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Stanford Report, April 12, 2000

Founders Day salutes three friends of university and enduring campus plan

BY LARAMIE TREVIÑO

Stanford's founding family was honored Sunday for its legacy and vision -- as exemplified by those following them and by the university's enduring architecture.

On Founders' Day, tributes were paid to Leland Stanford, Jane Stanford and their son, Leland Stanford Jr., as well as to three recently deceased alumni.

In a keynote address at Memorial Church, Albert H. Hastorf, professor emeritus of psychology, praised former trustee and Hoover Institution board member Morris M. Doyle, former history Professor Gordon Wright and Lisa Capps, who was an assistant professor of psychology at the University of California-Berkeley and an author, saying they represented "just the sort of person that the founders hoped the university would produce."

In "A Report to the Founders About a Few People They Should Have Known," Hastorf said he knew the three, all of whom died within the past year or so, in the roles of trustee, faculty colleague and undergraduate student. Hastorf, who became emeritus in 1990, is a former chair of the Department of Psychology, dean of the School of Humanities and Sciences and university vice president/provost.

Doyle, in whose name the James Irvine Foundation established a professorship in public policy, was a chairman of the board of trustees, on which he served from 1959 to 1979.

Wright chaired the History Department and was also president of the American Historical Association, a fellow of the American Academy of Arts and Sciences and a member of the American Philosophical Society.

Capps, who died in her mid-30s from lung cancer, came as a nationally recognized competitive swimmer to enroll as an undergraduate at Stanford and later became a gifted educator.

"And so, good friends, we have lost three most remarkable people, but we have been enriched by their presence among us," Hastorf said. "They not only enriched us but also honored our founders."

Earlier, at the Mausoleum ceremony that kicked off the day's program, Paul V. Turner, the Paul L. and Phyllis Wattis Professor of Art, said to the crowd of 200 that the university's buildings and grounds have stood the test of time.

"To many people at the time, the plan for the Stanford campus must have appeared grandiose and excessively formal for an educational institution," Turner said.

In "The Stanfords' Vision of Their University: Was It Appropriate?" Turner, who has taught architecture at Stanford since 1972, noted that the 1886 master plan produced by park planner Frederick Law Olmsted and architect Charles Coolidge showed a very modest informal arrangement of small college buildings.

The "immense, sweeping plan that subsequently evolved was essentially the conception of the Stanfords -- and was unlike any earlier design for an American campus," he said.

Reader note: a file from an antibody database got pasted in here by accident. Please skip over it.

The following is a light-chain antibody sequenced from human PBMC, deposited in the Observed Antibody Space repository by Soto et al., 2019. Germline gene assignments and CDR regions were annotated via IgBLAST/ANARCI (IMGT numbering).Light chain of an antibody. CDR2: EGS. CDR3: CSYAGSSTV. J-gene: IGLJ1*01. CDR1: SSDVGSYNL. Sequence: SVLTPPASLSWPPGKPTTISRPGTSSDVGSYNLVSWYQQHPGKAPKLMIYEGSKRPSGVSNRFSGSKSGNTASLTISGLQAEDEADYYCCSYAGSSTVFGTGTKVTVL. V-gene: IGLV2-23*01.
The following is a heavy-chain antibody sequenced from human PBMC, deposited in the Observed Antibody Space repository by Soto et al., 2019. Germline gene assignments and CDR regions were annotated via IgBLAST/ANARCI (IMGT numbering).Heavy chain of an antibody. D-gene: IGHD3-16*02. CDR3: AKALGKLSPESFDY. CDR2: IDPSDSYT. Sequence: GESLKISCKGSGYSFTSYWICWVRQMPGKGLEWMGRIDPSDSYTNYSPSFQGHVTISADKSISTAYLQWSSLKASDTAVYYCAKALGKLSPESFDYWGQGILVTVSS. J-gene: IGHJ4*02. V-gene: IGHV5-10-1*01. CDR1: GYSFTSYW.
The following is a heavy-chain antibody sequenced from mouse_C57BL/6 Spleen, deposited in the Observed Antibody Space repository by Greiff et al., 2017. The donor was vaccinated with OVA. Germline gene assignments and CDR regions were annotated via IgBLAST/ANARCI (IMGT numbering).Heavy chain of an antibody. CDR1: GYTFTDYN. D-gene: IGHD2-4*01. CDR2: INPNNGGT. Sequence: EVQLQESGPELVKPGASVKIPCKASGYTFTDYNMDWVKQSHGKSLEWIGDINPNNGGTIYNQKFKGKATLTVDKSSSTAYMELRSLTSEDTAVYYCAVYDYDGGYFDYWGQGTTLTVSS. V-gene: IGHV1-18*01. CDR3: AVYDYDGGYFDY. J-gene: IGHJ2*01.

Turner concluded that the Stanfords created a campus that has improved over time. He called the Quad a place of contemplation and inspiration, "where we can recharge our spirits, in order to return refreshed to the outer world -- a world the Stanfords probably could not imagine, but for which they created an increasingly appropriate campus."

The ceremony at the Mausoleum opened with an invocation by Rabbi Patricia Karlin-Neumann, associate dean for religious life, who also gave the concluding benediction. The program included renditions of "Amazing Grace" and the "Stanford Hymn" by Talisman, a student a cappella group.

After President Gerhard Casper placed a wreath inside the Mausoleum, which contains the remains of the three members of the Stanford family, a procession led by a pair of white horses and an original Stanford family carriage carrying Jane and Leland lookalikes wound slowly up Campus and Palm drives.

Along the route, visitors stopped in their tracks and watched in wonder. As the procession neared the Oval, tourists aimed cameras at the capped and gowned marchers. Upon entering Memorial Court, marchers were greeted by scarlet geraniums in full bloom and the lively chords of a banjo being played by a member of a quartet practicing beneath a shady arch.

They stepped into Memorial Church to the majestic sounds of the 1901 Murray-Harris Organ played by university organist Robert Huw Morgan.

Following an invocation by the Rev. D. Maurice Charles, associate dean for religious life, Casper welcomed about 350 visitors. He noted that 100 years ago Jane Stanford established the first scholarship at the university from funds kept in a savings account by Leland Stanford Jr.

Stanford has continued to build on Jane Stanford's foundation in order to make the university accessible to many, Casper said.

Performances by the Memorial Church choir rounded out the program.

About 280 people visited the Mausoleum between 10 a.m. and 12:15 p.m. Founders' Day is the only time the Mausoleum is open to the public. SR